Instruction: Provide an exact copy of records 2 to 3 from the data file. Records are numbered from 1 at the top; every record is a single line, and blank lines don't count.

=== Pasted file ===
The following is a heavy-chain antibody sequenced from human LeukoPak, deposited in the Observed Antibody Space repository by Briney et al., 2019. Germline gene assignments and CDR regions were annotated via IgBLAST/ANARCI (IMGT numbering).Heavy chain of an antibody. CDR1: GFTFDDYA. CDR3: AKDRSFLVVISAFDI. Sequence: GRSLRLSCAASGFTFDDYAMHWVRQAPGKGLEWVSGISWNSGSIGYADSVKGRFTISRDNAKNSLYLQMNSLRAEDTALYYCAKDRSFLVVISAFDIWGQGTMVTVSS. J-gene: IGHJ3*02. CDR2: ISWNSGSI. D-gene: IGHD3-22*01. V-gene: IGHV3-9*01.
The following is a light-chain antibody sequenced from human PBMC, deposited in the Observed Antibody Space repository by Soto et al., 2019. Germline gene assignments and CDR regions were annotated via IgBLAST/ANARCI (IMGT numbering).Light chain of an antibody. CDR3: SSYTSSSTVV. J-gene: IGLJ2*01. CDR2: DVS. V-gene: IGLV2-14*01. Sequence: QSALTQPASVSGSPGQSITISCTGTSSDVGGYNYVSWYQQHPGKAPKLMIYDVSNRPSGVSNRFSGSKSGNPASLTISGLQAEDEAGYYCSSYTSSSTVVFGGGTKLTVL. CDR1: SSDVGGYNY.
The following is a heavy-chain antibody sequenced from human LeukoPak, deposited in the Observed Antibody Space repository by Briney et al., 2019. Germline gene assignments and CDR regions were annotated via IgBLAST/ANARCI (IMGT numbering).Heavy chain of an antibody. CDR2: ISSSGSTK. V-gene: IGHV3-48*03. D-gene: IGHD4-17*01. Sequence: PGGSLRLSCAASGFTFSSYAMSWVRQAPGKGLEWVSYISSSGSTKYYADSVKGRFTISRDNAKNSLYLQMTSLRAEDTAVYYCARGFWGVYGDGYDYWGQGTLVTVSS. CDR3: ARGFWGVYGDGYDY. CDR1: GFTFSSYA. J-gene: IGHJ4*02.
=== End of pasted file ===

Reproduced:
The following is a light-chain antibody sequenced from human PBMC, deposited in the Observed Antibody Space repository by Soto et al., 2019. Germline gene assignments and CDR regions were annotated via IgBLAST/ANARCI (IMGT numbering).Light chain of an antibody. CDR3: SSYTSSSTVV. J-gene: IGLJ2*01. CDR2: DVS. V-gene: IGLV2-14*01. Sequence: QSALTQPASVSGSPGQSITISCTGTSSDVGGYNYVSWYQQHPGKAPKLMIYDVSNRPSGVSNRFSGSKSGNPASLTISGLQAEDEAGYYCSSYTSSSTVVFGGGTKLTVL. CDR1: SSDVGGYNY.
The following is a heavy-chain antibody sequenced from human LeukoPak, deposited in the Observed Antibody Space repository by Briney et al., 2019. Germline gene assignments and CDR regions were annotated via IgBLAST/ANARCI (IMGT numbering).Heavy chain of an antibody. CDR2: ISSSGSTK. V-gene: IGHV3-48*03. D-gene: IGHD4-17*01. Sequence: PGGSLRLSCAASGFTFSSYAMSWVRQAPGKGLEWVSYISSSGSTKYYADSVKGRFTISRDNAKNSLYLQMTSLRAEDTAVYYCARGFWGVYGDGYDYWGQGTLVTVSS. CDR3: ARGFWGVYGDGYDY. CDR1: GFTFSSYA. J-gene: IGHJ4*02.